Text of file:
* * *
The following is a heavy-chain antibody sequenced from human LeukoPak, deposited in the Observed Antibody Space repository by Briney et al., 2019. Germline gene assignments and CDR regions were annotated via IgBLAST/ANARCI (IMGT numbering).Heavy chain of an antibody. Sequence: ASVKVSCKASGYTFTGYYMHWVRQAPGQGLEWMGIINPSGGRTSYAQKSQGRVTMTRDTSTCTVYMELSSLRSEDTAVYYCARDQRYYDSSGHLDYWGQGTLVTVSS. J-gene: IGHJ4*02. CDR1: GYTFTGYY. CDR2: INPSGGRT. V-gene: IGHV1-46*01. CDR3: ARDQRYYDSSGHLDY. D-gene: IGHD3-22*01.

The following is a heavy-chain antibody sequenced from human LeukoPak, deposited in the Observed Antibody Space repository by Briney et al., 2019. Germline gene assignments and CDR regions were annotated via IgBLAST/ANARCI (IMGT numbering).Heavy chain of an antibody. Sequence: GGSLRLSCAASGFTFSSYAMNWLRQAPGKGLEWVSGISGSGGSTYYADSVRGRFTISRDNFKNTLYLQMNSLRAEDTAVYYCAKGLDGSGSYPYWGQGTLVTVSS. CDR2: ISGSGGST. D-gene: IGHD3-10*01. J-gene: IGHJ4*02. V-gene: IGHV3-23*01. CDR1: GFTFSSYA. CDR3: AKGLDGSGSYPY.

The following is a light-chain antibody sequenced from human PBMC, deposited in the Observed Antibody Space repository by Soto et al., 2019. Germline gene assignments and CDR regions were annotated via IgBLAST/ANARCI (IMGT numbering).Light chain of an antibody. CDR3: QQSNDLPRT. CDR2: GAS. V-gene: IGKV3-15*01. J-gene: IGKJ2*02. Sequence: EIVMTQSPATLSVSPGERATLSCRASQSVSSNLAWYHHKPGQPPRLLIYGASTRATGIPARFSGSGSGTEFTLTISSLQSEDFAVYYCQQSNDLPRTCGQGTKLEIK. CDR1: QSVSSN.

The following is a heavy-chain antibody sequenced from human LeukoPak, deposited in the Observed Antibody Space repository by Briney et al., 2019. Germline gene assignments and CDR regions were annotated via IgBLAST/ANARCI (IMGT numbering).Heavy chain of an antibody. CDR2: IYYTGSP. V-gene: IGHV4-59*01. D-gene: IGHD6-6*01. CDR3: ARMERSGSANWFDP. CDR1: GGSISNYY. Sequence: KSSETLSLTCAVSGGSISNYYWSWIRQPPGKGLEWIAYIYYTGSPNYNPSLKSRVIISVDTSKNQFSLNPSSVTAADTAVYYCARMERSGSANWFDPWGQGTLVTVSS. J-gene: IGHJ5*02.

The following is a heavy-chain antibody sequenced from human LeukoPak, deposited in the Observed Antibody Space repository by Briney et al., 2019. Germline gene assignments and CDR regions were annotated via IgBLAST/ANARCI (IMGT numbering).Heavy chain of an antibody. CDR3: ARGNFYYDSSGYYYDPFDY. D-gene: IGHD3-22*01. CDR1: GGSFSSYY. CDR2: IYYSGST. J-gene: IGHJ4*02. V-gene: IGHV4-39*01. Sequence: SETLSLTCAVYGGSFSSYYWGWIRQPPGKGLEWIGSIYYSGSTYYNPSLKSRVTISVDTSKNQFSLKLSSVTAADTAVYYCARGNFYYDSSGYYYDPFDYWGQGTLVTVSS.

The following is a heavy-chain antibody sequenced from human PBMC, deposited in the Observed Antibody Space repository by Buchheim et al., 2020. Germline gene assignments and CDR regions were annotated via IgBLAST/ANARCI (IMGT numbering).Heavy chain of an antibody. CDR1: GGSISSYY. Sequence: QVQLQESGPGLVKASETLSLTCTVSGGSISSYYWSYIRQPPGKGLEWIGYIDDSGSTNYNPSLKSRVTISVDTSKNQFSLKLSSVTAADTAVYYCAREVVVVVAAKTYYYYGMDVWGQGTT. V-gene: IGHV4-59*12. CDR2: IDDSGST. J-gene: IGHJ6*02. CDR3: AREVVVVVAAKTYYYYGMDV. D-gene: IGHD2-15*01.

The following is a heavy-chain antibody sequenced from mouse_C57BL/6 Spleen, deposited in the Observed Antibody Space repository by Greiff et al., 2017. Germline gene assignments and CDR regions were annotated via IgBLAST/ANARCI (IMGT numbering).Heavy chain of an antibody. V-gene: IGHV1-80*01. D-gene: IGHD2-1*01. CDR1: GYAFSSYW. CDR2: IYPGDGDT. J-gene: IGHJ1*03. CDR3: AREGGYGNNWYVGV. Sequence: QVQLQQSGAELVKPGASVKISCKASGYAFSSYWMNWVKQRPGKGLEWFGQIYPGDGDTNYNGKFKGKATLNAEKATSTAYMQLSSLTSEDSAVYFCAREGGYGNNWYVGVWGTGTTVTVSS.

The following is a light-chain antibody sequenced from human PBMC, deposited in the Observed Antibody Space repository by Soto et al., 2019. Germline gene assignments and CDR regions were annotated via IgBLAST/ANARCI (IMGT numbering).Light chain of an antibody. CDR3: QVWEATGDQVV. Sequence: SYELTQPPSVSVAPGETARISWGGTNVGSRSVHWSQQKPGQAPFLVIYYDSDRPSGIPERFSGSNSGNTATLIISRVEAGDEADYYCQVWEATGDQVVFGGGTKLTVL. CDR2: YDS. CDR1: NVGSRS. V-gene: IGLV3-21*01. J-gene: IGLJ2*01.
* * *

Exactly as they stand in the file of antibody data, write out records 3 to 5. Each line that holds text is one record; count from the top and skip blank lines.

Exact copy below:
The following is a light-chain antibody sequenced from human PBMC, deposited in the Observed Antibody Space repository by Soto et al., 2019. Germline gene assignments and CDR regions were annotated via IgBLAST/ANARCI (IMGT numbering).Light chain of an antibody. CDR3: QQSNDLPRT. CDR2: GAS. V-gene: IGKV3-15*01. J-gene: IGKJ2*02. Sequence: EIVMTQSPATLSVSPGERATLSCRASQSVSSNLAWYHHKPGQPPRLLIYGASTRATGIPARFSGSGSGTEFTLTISSLQSEDFAVYYCQQSNDLPRTCGQGTKLEIK. CDR1: QSVSSN.

The following is a heavy-chain antibody sequenced from human LeukoPak, deposited in the Observed Antibody Space repository by Briney et al., 2019. Germline gene assignments and CDR regions were annotated via IgBLAST/ANARCI (IMGT numbering).Heavy chain of an antibody. CDR2: IYYTGSP. V-gene: IGHV4-59*01. D-gene: IGHD6-6*01. CDR3: ARMERSGSANWFDP. CDR1: GGSISNYY. Sequence: KSSETLSLTCAVSGGSISNYYWSWIRQPPGKGLEWIAYIYYTGSPNYNPSLKSRVIISVDTSKNQFSLNPSSVTAADTAVYYCARMERSGSANWFDPWGQGTLVTVSS. J-gene: IGHJ5*02.

The following is a heavy-chain antibody sequenced from human LeukoPak, deposited in the Observed Antibody Space repository by Briney et al., 2019. Germline gene assignments and CDR regions were annotated via IgBLAST/ANARCI (IMGT numbering).Heavy chain of an antibody. CDR3: ARGNFYYDSSGYYYDPFDY. D-gene: IGHD3-22*01. CDR1: GGSFSSYY. CDR2: IYYSGST. J-gene: IGHJ4*02. V-gene: IGHV4-39*01. Sequence: SETLSLTCAVYGGSFSSYYWGWIRQPPGKGLEWIGSIYYSGSTYYNPSLKSRVTISVDTSKNQFSLKLSSVTAADTAVYYCARGNFYYDSSGYYYDPFDYWGQGTLVTVSS.